New data format

I finally got around implementing the new data format, which decreased the file sizes by 69-78%. For example, the Sibenik dataset went from 1.6GiB to 483MiB. The rendering time increased from 153ms to 160ms, however, the variation between scenes varies from 93ms to 210ms.

The format has become the following:

struct octree {
    uint32_t avgcolor:24;
    uint32_t bitmask : 8;
    uint32_t child[0];

The child array with length 0 denotes a variable length array. As it has size 0, the size of the struct is 4 bytes, plus 4 bytes for every child. Which child nodes exist is stored in the bitmask. Usually, the child array stores the index to the child nodes, such that given an array octree[N] a child node is stored at, for example, octree[node.child[2]]. In the last layer I don’t store pointers to the leaf nodes, but just store the colors of the leaf nodes (or’ed with 0xff000000, so they are kind of hard coded leaf nodes).

For those who want to test the new file format, I’ve pushed the source code to github. It still includes the two small test files ‘sponge’ and ‘sign’, which have been converted to the new format.

Edit: I’ve updated the git-repo, such that the master branch points to the version with the new storage format. I’ve also updated the readme file.


Next steps

Its been a while since my last post. I’ve been working on changing the octree storage format, to obtain better compression. The current format stores 8 child pointers per internal node (leaf nodes are not stored), using the following 64 byte struct:

struct octree { 
    uint32_t child[8];
    int32_t avgcolor[8];

However, this is a rather wasteful format if nodes have 4 children on average or less. Therefore I considered changing it to the variable length struct:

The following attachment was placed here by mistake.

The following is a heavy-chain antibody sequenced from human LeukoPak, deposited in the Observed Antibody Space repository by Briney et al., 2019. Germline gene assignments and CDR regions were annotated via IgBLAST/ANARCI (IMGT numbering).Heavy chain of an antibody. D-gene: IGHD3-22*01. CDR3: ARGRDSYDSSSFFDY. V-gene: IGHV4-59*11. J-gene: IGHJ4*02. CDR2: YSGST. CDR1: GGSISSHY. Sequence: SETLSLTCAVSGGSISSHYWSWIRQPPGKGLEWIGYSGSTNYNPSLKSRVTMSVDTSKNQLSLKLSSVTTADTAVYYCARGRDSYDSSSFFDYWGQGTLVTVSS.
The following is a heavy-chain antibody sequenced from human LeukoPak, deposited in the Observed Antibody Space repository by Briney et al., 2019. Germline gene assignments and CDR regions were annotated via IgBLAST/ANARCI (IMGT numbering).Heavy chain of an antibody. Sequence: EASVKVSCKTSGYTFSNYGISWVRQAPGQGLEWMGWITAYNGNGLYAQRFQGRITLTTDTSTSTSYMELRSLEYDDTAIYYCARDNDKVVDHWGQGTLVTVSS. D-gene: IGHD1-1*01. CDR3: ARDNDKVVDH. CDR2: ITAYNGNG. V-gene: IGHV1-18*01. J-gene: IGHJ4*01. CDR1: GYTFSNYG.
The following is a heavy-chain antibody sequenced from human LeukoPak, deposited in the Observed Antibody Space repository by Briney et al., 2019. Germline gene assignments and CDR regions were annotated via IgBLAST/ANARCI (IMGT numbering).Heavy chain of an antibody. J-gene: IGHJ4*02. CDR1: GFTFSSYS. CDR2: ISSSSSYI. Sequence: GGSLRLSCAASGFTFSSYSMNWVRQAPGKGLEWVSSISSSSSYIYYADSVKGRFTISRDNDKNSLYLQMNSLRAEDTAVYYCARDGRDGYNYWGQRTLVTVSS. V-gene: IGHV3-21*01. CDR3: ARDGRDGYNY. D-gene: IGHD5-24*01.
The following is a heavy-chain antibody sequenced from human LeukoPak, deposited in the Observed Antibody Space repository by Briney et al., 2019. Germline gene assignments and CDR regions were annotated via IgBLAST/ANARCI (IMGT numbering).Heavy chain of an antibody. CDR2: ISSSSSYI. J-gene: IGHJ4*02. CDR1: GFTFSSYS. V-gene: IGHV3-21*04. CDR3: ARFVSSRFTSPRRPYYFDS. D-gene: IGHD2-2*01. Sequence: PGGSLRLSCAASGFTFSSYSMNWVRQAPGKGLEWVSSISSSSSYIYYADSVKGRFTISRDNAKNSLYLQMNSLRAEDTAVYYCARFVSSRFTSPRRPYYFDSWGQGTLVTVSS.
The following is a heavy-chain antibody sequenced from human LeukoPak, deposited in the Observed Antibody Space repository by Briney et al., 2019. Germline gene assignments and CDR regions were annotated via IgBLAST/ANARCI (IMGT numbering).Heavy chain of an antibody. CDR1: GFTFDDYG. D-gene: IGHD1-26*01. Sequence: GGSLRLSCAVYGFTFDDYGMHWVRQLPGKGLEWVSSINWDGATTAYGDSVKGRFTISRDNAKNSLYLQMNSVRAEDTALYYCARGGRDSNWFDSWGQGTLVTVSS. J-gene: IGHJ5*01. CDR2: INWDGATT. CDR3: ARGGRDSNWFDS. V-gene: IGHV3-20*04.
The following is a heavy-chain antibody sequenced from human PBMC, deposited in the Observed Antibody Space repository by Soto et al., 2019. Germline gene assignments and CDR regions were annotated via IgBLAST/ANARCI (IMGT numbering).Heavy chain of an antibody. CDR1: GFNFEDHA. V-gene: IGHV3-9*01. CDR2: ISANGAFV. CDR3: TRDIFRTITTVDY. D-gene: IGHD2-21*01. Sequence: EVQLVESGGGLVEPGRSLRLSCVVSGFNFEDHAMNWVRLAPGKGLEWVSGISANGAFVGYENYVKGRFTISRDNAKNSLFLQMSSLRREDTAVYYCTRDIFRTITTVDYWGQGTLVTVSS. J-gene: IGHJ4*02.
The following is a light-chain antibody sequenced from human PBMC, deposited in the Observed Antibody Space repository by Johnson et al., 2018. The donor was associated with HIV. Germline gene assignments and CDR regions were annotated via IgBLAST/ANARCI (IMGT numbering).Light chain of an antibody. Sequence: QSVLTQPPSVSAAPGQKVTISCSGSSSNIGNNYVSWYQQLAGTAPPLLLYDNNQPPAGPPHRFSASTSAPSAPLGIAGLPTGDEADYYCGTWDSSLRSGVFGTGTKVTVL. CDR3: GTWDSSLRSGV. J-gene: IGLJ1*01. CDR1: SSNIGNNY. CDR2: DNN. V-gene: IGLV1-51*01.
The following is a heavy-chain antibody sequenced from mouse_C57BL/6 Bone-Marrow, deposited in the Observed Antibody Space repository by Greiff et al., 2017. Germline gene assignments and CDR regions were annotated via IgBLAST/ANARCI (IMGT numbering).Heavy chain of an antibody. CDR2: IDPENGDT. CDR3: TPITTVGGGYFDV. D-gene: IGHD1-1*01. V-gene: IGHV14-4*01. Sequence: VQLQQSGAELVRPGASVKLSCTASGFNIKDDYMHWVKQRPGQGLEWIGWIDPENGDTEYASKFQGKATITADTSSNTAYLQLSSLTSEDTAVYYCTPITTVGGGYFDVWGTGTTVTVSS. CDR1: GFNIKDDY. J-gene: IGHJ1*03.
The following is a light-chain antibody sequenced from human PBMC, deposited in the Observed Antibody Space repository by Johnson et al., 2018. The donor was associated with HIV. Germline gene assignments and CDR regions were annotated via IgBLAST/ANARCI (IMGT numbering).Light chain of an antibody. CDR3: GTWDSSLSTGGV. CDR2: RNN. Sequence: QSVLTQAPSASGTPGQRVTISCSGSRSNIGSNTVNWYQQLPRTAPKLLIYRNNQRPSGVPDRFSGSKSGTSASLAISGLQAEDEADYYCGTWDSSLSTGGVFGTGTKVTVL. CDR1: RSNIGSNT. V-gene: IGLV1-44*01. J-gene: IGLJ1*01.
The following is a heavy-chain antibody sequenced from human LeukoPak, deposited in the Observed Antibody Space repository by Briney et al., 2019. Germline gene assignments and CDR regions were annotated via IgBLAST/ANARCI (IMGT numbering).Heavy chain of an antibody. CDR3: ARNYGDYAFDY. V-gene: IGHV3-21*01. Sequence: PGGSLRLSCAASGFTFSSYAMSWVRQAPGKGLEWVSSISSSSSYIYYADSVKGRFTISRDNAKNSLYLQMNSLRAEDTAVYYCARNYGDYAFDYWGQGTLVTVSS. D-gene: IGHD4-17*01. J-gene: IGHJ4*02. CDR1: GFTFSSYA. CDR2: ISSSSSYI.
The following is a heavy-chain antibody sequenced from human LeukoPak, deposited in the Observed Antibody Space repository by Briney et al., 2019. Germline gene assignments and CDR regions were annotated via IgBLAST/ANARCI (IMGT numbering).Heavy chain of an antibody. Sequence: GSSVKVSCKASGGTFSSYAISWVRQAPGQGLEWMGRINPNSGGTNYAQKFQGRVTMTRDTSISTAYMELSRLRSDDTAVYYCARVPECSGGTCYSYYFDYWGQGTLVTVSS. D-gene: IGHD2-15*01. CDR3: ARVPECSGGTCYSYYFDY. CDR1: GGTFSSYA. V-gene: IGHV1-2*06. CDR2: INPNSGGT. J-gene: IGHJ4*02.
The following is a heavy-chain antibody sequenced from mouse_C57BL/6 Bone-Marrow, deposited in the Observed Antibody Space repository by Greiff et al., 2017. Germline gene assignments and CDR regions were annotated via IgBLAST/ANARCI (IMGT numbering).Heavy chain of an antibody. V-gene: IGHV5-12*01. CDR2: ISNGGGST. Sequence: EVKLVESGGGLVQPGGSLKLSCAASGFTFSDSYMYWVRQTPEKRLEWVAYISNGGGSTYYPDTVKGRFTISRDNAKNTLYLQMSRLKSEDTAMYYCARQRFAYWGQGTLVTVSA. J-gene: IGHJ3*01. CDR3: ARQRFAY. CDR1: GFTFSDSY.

struct octree {
    uint32_t bitmask: 8;
    uint32_t color  :24;
    uint32_t child[0];

This struct is only 4 bytes per node + 4 bytes per child pointer. With this, the data file size decreases with about 75% 60%. The drawback is that the traversal code becomes more complicated, as the children still need to be traversed in front to back order, which depends on the camera orientation.

Currently my voxel renderer can output at 5 FPS reliably. This is nowhere near the 30 FPS that I would require for an interactive game. And changing the octree file format is not going to change that. Even worse, it might actually reduce the rendering speed. I might be able to further optimize my algorithm, but without conceptual changes, I would be able to reach 10 FPS tops (rumor has it that this is the frame rate that UD runs at). As I lack hope that I can get my renderer running at the required 30 FPS, changing the storage format does not seem worth the effort.

One conceptual change that might be an option is point caching. However, I don’t like it, as it seems to much of a dirty hack to me and I have little hope that I can get it working properly. The conceptual change that I’m currently considering is to port my algorithm to the GPU. Due to the amount of recursion, that is not a trivial task. However, I’ve done some GPU programming before (using GLSL) and I think I might be able to change my algorithm such that it can run on the GPU. OpenCL seemed like the most obvious language to program it in, however, it is bulky and I have no experience with it. Fortunately, there happen to be some OpenGL extensions that make OpenGL a viable choice, such as ‘compute shaders‘, which makes a lot of GPGPU functionality directly available in OpenGL; ‘indirect rendering‘, which eliminates costly round trips from GPU to CPU and back; and ‘atomic counters‘, which I can use to fill a vertex buffer with a variable amount of points or triangles.